Study authors promised to investigate further the reasons for these gaps, including the "unique challenges" facing rural teens.
"There are many factors that may account for the significant and growing disparity in teen birth rates across the rural/urban continuum, including differences in economic wellbeing and opportunity, service availability and more," the report stated.
The National Campaign worked with data from the Centers for Disease Control, and concluded that teen birth rates are higher in rural areas regardless of age or ethnicity.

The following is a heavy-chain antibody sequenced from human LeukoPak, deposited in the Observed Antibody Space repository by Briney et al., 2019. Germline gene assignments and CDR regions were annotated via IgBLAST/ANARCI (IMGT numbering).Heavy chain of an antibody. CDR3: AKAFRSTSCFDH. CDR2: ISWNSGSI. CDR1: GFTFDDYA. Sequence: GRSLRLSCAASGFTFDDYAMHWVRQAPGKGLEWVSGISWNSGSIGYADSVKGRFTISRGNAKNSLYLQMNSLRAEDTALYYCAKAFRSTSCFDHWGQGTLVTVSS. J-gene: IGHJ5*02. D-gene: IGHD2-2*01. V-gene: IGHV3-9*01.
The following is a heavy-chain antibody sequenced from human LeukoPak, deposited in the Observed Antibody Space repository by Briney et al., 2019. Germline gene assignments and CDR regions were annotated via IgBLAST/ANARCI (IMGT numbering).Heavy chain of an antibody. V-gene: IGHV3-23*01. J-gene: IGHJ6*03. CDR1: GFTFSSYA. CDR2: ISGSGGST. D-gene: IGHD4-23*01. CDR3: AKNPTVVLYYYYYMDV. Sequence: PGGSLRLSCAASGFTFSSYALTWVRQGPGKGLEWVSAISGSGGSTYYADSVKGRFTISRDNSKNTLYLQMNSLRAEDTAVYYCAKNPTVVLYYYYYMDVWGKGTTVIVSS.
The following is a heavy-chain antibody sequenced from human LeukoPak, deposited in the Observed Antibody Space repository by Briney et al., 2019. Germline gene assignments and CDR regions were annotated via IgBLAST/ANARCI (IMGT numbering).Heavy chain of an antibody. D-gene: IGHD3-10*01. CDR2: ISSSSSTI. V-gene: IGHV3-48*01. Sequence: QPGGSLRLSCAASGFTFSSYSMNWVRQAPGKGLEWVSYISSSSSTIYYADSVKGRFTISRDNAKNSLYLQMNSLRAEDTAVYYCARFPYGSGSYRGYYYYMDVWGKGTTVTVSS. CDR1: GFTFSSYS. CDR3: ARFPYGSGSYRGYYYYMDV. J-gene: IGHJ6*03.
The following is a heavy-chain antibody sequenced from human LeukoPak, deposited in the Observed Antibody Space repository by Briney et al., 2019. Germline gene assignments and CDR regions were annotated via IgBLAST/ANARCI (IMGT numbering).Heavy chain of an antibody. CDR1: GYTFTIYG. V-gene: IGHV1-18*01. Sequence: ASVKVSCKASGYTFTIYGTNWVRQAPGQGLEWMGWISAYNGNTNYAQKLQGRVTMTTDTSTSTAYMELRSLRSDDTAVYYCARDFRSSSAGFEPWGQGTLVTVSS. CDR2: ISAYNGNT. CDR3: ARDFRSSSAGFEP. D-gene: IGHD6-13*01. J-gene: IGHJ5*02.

“Clearly the need for efforts to help rural teens avoid too-early pregnancy and parenthood is great," said the group's CEO, Sarah Brown, in a statement.
Read the report here.